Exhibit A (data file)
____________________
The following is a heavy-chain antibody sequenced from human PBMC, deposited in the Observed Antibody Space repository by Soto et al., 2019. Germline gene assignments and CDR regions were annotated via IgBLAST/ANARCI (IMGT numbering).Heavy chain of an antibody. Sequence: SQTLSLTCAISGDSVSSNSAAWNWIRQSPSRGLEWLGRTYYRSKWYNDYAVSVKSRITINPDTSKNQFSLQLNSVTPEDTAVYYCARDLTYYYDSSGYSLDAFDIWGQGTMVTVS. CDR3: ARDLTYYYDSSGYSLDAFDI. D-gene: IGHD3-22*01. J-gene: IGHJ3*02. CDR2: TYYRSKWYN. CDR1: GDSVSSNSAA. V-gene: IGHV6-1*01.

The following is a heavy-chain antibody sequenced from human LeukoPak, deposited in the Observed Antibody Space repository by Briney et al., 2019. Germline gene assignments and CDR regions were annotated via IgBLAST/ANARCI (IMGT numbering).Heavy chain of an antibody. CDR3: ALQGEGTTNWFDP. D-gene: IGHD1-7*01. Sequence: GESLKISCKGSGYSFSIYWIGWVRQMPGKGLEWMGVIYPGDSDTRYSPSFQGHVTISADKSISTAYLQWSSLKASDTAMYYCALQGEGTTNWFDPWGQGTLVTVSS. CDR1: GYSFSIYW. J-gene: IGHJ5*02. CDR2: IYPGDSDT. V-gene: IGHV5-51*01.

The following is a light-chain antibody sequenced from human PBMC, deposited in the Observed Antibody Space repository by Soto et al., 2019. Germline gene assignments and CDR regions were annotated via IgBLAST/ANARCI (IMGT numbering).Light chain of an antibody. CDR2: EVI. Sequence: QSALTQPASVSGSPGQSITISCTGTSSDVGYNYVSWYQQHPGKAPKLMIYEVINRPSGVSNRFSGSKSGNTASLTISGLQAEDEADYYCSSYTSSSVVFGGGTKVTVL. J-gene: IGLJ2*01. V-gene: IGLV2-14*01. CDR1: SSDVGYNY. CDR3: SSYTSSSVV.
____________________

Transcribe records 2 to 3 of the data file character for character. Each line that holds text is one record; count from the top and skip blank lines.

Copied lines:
The following is a heavy-chain antibody sequenced from human LeukoPak, deposited in the Observed Antibody Space repository by Briney et al., 2019. Germline gene assignments and CDR regions were annotated via IgBLAST/ANARCI (IMGT numbering).Heavy chain of an antibody. CDR3: ALQGEGTTNWFDP. D-gene: IGHD1-7*01. Sequence: GESLKISCKGSGYSFSIYWIGWVRQMPGKGLEWMGVIYPGDSDTRYSPSFQGHVTISADKSISTAYLQWSSLKASDTAMYYCALQGEGTTNWFDPWGQGTLVTVSS. CDR1: GYSFSIYW. J-gene: IGHJ5*02. CDR2: IYPGDSDT. V-gene: IGHV5-51*01.

The following is a light-chain antibody sequenced from human PBMC, deposited in the Observed Antibody Space repository by Soto et al., 2019. Germline gene assignments and CDR regions were annotated via IgBLAST/ANARCI (IMGT numbering).Light chain of an antibody. CDR2: EVI. Sequence: QSALTQPASVSGSPGQSITISCTGTSSDVGYNYVSWYQQHPGKAPKLMIYEVINRPSGVSNRFSGSKSGNTASLTISGLQAEDEADYYCSSYTSSSVVFGGGTKVTVL. J-gene: IGLJ2*01. V-gene: IGLV2-14*01. CDR1: SSDVGYNY. CDR3: SSYTSSSVV.